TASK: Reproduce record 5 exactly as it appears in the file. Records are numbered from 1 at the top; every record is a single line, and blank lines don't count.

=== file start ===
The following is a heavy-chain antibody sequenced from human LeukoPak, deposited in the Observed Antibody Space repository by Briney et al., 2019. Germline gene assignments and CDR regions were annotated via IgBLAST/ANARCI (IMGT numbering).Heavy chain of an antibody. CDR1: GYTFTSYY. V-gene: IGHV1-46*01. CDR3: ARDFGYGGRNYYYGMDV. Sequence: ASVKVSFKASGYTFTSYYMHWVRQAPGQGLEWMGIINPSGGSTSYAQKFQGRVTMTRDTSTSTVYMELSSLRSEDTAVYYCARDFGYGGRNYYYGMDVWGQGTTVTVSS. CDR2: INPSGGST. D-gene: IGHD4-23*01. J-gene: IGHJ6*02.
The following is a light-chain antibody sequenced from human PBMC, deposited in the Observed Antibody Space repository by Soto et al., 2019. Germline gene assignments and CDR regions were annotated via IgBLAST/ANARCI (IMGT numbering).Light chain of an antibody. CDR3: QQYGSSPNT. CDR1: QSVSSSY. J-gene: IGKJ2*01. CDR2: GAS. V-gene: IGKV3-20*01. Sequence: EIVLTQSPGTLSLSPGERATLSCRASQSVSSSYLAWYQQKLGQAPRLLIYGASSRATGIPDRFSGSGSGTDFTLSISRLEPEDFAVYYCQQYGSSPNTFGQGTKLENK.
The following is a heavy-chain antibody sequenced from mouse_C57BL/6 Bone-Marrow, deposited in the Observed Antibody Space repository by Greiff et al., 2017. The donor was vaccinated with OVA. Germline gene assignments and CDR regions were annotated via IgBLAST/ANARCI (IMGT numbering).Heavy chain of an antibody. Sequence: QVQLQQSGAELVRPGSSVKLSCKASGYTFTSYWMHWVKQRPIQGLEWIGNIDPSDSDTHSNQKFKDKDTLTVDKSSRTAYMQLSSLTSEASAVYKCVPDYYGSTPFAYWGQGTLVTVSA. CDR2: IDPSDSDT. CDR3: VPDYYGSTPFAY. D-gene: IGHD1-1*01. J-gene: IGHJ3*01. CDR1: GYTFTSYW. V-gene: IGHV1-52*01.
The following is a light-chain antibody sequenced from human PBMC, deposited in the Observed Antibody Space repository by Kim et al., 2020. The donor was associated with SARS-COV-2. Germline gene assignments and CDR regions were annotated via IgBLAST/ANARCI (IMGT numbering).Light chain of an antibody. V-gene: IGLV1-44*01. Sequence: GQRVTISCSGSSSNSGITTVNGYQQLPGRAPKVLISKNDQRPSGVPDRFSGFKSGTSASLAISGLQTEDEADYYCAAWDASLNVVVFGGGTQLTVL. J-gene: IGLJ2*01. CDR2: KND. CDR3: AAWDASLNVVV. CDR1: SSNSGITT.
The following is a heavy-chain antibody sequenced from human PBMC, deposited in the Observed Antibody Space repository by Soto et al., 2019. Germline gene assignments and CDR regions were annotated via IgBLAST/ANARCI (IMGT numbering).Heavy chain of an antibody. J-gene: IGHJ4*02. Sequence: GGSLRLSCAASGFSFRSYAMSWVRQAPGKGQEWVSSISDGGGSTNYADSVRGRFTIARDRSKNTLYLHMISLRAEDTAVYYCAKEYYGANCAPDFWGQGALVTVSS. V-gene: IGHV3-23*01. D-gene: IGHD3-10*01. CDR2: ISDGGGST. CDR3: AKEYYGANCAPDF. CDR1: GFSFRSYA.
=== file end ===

The following is a heavy-chain antibody sequenced from human PBMC, deposited in the Observed Antibody Space repository by Soto et al., 2019. Germline gene assignments and CDR regions were annotated via IgBLAST/ANARCI (IMGT numbering).Heavy chain of an antibody. J-gene: IGHJ4*02. Sequence: GGSLRLSCAASGFSFRSYAMSWVRQAPGKGQEWVSSISDGGGSTNYADSVRGRFTIARDRSKNTLYLHMISLRAEDTAVYYCAKEYYGANCAPDFWGQGALVTVSS. V-gene: IGHV3-23*01. D-gene: IGHD3-10*01. CDR2: ISDGGGST. CDR3: AKEYYGANCAPDF. CDR1: GFSFRSYA.